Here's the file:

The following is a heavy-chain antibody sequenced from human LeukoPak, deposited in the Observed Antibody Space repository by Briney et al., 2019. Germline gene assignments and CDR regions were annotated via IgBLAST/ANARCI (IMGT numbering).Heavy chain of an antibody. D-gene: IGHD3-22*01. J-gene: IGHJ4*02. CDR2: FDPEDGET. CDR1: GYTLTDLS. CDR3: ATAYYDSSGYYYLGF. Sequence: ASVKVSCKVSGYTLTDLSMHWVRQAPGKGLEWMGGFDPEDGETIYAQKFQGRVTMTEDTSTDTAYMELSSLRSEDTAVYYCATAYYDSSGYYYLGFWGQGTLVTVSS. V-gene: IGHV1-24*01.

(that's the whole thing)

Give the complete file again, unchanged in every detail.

The following is a heavy-chain antibody sequenced from human LeukoPak, deposited in the Observed Antibody Space repository by Briney et al., 2019. Germline gene assignments and CDR regions were annotated via IgBLAST/ANARCI (IMGT numbering).Heavy chain of an antibody. D-gene: IGHD3-22*01. J-gene: IGHJ4*02. CDR2: FDPEDGET. CDR1: GYTLTDLS. CDR3: ATAYYDSSGYYYLGF. Sequence: ASVKVSCKVSGYTLTDLSMHWVRQAPGKGLEWMGGFDPEDGETIYAQKFQGRVTMTEDTSTDTAYMELSSLRSEDTAVYYCATAYYDSSGYYYLGFWGQGTLVTVSS. V-gene: IGHV1-24*01.